Water Watch: Strategies for Conservation
OTHER PARTS OF THIS ARTICLEPt. 1: This PagePt. 2: Water Watch: Identifying HVAC CulpritsPt. 3: Water Watch on Plumbing Systems
How widespread are water leaks in institutional and commercial facilities? The WaterSense program estimates that on average, leaks account for more than 6 percent of a facility’s total water use. Water has long been the forgotten utility. It was inexpensive, and most thought is was plentiful. Beyond that, facilities had few incentives to conserve water.
That time has passed. Population growth, economic development, aging infrastructures and ongoing regional droughts are causing trouble for municipal water systems trying to keep up with rising demand. Maintenance and engineering managers are facing rapidly rising rates, water use restrictions or both.
The good news is that facilities with comprehensive water-conservation and leak-detection programs have found that the return on investment is becoming easier to justify. To achieve savings, managers need a program designed to address all aspects of water use and leaks within a facility.
Leaks and audits
A growing number of managers are implementing leak-detection technology, in some cases incorporating WiFi technology, that sends email alerts when a detector comes in direct water contact. The systems also sound a loud alarm and flash red LED lights to alert technicians of the leak.
Water use audits, like their energy counterparts, also are important in understanding a facility’s water use and what can be done to reduce it. They trace water use from its point of entry into the facility through its discharge into the sewer. They identify each point of water use in and around a facility and estimate the quantity of water used at each point. They identify and quantify unaccountable water losses and possible leaks and provide technicians with a road map to potential savings.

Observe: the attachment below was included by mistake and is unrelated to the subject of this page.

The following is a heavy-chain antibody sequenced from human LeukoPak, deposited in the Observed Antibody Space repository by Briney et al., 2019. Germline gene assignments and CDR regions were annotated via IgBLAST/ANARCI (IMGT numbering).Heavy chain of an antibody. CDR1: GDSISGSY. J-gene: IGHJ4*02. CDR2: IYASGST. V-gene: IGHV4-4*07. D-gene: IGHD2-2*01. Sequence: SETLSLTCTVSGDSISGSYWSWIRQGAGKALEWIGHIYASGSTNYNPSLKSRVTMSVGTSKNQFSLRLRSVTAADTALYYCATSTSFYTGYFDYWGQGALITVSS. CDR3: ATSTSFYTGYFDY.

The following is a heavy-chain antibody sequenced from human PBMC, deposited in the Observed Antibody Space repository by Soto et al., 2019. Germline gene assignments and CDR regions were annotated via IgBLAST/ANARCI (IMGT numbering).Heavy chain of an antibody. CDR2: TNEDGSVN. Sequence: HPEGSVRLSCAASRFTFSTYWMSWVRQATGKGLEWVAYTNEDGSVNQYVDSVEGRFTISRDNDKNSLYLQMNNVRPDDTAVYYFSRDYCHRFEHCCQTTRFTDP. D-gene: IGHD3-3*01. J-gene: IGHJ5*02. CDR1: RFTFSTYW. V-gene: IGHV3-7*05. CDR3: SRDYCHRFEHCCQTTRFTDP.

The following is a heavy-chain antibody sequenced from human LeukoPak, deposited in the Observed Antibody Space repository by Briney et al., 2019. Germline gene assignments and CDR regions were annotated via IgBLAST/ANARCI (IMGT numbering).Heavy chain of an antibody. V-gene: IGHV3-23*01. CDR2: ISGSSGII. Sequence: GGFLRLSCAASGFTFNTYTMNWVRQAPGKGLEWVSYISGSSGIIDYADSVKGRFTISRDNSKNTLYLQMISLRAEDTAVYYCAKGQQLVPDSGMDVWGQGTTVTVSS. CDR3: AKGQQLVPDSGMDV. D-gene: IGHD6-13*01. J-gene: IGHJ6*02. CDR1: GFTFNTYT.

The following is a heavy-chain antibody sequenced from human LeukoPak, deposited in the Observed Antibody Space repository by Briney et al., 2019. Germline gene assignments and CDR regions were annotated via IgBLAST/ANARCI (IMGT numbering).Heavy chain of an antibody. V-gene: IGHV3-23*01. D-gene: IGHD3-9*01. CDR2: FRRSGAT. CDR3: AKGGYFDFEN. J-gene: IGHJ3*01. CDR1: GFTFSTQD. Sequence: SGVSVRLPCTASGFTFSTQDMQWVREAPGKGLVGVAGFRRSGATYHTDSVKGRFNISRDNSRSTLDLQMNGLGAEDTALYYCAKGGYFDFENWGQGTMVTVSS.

A comprehensive water-use audit should examine all major areas in which a facility uses water, including sanitation, plumbing, mechanical and irrigation systems. For each of those areas, the audit provides a breakdown of the how, when and where of water use.
In addition to identifying all water-use points and flow rates, the audit should identify if the water used is hot or cold or if it undergoes special filtering or treatment. Reducing water use in applications that use hot or treated water produces savings that go beyond the cost of the water.
When completing the inventory, managers need to pay attention to any unexplained water flow. As piping systems are modified, it is easy to lose track of what piping serves what equipment. Managers should not be surprised to find water flowing to equipment that is no longer used.